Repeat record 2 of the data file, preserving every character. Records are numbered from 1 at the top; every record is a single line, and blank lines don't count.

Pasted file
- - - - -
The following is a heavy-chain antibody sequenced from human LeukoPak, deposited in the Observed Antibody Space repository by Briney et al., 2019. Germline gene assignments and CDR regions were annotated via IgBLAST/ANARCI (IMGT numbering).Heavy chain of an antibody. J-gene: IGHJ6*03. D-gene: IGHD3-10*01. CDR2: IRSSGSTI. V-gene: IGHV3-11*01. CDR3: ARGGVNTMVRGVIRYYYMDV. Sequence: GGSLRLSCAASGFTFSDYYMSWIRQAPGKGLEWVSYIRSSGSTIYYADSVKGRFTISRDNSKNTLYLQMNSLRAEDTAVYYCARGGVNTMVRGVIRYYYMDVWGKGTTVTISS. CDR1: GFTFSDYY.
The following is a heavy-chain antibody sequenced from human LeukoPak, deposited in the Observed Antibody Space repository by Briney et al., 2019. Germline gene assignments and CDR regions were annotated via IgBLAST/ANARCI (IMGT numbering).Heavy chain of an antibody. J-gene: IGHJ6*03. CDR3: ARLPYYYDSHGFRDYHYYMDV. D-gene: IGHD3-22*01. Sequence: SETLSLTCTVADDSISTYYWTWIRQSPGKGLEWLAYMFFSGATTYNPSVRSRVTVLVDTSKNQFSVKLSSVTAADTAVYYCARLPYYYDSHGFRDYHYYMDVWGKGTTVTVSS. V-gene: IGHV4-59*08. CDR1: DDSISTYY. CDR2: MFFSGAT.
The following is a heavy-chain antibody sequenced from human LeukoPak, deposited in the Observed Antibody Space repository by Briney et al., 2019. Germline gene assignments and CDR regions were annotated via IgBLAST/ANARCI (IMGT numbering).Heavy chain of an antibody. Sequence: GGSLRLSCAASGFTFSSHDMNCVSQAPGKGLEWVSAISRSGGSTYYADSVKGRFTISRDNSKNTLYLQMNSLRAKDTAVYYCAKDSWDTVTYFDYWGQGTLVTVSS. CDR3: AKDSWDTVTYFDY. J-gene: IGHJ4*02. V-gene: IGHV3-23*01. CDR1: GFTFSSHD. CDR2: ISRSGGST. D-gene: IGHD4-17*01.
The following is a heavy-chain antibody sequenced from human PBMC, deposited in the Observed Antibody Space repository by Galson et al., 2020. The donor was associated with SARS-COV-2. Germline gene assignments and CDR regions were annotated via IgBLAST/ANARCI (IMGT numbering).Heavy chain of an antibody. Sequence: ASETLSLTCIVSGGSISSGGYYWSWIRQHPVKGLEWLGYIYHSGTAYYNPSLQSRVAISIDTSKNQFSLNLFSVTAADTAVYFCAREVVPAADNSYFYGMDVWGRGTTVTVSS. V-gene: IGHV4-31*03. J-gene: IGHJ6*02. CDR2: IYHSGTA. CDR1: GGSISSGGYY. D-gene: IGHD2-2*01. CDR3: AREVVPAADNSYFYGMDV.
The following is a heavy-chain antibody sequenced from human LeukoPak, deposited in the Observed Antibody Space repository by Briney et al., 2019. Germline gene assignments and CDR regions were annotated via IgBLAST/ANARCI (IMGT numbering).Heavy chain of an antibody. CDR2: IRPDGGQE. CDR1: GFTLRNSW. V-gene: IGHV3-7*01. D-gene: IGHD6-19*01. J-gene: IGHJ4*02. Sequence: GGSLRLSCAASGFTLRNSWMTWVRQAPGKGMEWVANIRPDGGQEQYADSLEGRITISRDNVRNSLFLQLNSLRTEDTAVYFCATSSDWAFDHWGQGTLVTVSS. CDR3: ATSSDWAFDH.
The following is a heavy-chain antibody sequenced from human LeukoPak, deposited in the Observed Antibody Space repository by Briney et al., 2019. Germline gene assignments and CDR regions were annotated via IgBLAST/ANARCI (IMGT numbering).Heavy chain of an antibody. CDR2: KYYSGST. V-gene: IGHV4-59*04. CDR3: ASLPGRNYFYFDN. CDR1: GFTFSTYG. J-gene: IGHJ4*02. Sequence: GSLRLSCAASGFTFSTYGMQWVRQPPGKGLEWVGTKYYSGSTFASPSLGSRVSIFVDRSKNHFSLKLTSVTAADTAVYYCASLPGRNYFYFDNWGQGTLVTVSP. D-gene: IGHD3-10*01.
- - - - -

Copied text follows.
The following is a heavy-chain antibody sequenced from human LeukoPak, deposited in the Observed Antibody Space repository by Briney et al., 2019. Germline gene assignments and CDR regions were annotated via IgBLAST/ANARCI (IMGT numbering).Heavy chain of an antibody. J-gene: IGHJ6*03. CDR3: ARLPYYYDSHGFRDYHYYMDV. D-gene: IGHD3-22*01. Sequence: SETLSLTCTVADDSISTYYWTWIRQSPGKGLEWLAYMFFSGATTYNPSVRSRVTVLVDTSKNQFSVKLSSVTAADTAVYYCARLPYYYDSHGFRDYHYYMDVWGKGTTVTVSS. V-gene: IGHV4-59*08. CDR1: DDSISTYY. CDR2: MFFSGAT.